If you're using Koala, this should be located at /path/to/your/koala.project/locale/3.6/x-testing, otherwise, it should be located at /path/to/your/working_dir/l10n_base/x-testing.

In this directory, you should have an hg repository. You might have created it yourself by running hg init or hg clone or you might have had it created by Koala when you were setting up a new localization project. Also at this point, you shouldn't have any uncommitted changes (i.e., running the hg status command should show nothing). Let's see what the last revision in this repository is.

  1. Enter the following command: $ hg log -l 1

You should see an output similar to the one below:

changeset:   0:7c543e8f3a6a
tag:         tip
user:        Your Name <>
date:        Mon Nov 23 18:08:25 2009 +0100
summary:     Added search bar strings
  1. Now compare the local repository on your machine with the remote Hg repository by entering this command: $ hg outgoing

The hg outgoing command compares the two repositories and lists all changesets that are present locally, but not in the remote repository. These changesets will need to be "pushed" to the remote repository. You can expect to see output like this:

comparing with
searching for changes

changeset:   0:7c543e8f3a6a
tag:         tip
user:        Your Name <>
date:        Mon Nov 23 18:08:25 2009 +0100
summary:     Added search bar strings
  1. Let's now push this changeset. Enter the following command: hg push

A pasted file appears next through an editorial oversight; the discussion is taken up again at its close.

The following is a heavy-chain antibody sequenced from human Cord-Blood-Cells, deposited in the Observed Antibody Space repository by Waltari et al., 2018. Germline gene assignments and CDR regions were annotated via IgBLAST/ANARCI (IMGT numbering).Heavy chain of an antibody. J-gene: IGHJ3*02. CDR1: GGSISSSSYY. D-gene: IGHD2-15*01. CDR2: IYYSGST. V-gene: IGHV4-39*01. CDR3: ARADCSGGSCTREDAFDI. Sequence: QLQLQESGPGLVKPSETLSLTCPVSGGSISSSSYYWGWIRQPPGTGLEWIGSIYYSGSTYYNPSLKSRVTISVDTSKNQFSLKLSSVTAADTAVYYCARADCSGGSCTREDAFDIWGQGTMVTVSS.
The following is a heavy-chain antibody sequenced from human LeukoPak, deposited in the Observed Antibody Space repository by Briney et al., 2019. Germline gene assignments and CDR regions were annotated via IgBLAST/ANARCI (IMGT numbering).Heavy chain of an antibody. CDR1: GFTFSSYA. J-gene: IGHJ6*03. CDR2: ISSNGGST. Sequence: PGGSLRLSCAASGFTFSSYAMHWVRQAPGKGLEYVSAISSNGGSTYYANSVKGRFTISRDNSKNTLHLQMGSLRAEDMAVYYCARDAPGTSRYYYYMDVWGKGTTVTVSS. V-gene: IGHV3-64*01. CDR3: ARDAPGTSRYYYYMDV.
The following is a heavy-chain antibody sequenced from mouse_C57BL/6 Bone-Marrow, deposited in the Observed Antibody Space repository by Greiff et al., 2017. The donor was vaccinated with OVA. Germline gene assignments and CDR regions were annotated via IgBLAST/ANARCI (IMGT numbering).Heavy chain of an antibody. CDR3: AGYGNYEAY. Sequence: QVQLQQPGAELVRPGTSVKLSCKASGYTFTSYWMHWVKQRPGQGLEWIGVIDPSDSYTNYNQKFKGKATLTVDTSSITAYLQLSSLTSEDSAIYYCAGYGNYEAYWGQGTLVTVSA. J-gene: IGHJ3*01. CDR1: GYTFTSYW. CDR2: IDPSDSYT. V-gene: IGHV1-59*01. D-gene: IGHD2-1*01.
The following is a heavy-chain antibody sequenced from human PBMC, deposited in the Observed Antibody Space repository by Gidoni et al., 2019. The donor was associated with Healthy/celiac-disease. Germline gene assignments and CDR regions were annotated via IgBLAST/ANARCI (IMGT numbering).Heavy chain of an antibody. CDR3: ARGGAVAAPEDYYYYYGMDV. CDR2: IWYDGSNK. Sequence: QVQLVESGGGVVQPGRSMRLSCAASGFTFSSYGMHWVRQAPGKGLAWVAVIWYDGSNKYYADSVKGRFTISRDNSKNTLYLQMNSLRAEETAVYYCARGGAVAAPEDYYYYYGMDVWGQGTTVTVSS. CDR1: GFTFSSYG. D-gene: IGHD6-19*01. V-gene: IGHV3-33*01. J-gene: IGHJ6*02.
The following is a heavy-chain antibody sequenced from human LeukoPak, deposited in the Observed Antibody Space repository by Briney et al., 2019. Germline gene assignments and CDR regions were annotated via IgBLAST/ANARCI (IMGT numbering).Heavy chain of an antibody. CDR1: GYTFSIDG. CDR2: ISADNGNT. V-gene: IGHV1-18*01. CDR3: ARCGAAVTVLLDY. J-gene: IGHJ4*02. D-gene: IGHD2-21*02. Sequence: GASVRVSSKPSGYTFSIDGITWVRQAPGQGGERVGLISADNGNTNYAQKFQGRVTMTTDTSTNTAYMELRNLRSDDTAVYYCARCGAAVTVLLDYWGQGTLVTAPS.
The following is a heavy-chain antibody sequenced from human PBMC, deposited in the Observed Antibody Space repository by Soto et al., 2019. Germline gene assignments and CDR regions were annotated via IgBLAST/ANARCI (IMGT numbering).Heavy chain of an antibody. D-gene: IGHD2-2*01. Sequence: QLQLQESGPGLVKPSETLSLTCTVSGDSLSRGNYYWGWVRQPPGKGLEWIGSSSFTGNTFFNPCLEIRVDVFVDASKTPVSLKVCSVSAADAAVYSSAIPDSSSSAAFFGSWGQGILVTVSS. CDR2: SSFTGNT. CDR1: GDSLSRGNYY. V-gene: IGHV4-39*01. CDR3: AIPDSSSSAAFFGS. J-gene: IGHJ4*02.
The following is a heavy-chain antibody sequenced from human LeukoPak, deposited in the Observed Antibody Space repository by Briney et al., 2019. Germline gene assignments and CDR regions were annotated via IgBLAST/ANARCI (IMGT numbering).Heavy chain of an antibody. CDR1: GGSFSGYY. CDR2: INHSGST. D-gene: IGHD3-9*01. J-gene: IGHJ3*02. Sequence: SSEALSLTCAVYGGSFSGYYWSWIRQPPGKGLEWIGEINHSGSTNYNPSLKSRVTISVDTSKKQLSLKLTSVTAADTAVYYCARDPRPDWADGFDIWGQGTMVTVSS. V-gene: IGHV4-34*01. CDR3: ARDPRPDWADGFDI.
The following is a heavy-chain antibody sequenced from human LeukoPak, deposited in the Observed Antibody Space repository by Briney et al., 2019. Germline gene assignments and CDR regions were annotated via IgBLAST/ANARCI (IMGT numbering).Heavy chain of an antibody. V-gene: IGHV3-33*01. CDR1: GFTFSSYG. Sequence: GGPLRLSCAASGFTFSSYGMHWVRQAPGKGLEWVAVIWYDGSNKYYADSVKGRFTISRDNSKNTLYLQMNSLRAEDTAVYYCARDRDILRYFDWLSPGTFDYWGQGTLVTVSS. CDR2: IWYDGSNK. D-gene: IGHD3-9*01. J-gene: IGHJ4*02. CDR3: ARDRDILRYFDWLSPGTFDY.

2. Mercurial will connect to your repo and ask you to provide your account information (i.e., the username and the password).
real URL is
pushing to
searching for changes
http authorization required
realm: HTTP
user: your_id

After you enter your account information, the changeset will be pushed.

adding changesets
adding manifests
adding file changes
added 1 changesets with 2 changes to 2 files
bb/acl: your_id is allowed. accepted payload.
quota: 979.7 KB in use, 150.0 MB available (0.64% used)

Your changeset has been successfully pushed to your repository!

As you begin to move through your translations, you should commit the changes locally and push your work to this experimental repository. For instance, if you have finished translating all the .dtd and .properties files in your x-testing/browser/chrome/browser/ directory, then you should run these commands:

$ hg status
$ hg commit -m "Translated browser/chrome/browser/"
$ hg outgoing
$ hg push

Note that due to the distributed nature of Hg, hg commit saves the changes locally (i.e., in your computer's Hg repository). You can see the history of commits with hg log. After doing hg commit, you still need to send the changes to the remote repository. This is where hg push comes in. This sends your commits to the remote repository.

Now you're ready to proceed to the release phase!


Document Tags and Contributors

Contributors to this page: stoyanster, Oeekker, Jonathan_Watt, jbeatty, Sheppy, Aryx, terrameijar
Last updated by: stoyanster,